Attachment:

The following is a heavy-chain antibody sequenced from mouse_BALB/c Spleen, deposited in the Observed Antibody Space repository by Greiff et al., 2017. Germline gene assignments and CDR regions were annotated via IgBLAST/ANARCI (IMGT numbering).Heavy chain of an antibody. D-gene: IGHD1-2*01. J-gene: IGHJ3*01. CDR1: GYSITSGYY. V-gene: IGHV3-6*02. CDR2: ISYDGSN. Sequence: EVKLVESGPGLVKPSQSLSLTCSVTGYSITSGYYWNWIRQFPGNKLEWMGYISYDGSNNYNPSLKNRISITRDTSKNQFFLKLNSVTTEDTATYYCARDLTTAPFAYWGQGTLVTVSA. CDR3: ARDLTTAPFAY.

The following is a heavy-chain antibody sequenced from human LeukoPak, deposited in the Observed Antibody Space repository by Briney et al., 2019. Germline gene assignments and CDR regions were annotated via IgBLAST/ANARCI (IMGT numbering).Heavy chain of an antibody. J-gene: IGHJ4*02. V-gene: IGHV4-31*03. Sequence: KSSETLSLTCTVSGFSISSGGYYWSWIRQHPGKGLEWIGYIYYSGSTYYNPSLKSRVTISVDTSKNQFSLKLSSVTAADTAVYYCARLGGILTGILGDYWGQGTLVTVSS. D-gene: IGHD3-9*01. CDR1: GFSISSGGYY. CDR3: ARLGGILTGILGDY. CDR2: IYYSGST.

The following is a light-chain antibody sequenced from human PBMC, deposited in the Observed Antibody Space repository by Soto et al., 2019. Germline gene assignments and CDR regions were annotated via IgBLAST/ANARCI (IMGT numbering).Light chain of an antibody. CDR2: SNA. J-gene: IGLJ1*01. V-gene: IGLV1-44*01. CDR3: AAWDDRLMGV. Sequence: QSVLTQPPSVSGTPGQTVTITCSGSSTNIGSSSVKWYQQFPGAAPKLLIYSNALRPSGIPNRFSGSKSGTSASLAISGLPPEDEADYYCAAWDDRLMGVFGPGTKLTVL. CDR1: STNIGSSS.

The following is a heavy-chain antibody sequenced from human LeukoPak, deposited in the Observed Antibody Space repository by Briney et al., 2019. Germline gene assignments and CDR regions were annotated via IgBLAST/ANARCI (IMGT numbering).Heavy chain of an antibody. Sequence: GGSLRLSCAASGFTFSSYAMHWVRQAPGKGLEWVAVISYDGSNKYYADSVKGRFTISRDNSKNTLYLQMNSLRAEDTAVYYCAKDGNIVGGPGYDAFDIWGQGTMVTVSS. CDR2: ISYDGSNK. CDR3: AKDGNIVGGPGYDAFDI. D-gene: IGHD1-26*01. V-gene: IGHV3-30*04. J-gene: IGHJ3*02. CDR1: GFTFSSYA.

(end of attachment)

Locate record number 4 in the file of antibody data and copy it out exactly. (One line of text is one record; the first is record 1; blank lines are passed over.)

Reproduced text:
The following is a heavy-chain antibody sequenced from human LeukoPak, deposited in the Observed Antibody Space repository by Briney et al., 2019. Germline gene assignments and CDR regions were annotated via IgBLAST/ANARCI (IMGT numbering).Heavy chain of an antibody. Sequence: GGSLRLSCAASGFTFSSYAMHWVRQAPGKGLEWVAVISYDGSNKYYADSVKGRFTISRDNSKNTLYLQMNSLRAEDTAVYYCAKDGNIVGGPGYDAFDIWGQGTMVTVSS. CDR2: ISYDGSNK. CDR3: AKDGNIVGGPGYDAFDI. D-gene: IGHD1-26*01. V-gene: IGHV3-30*04. J-gene: IGHJ3*02. CDR1: GFTFSSYA.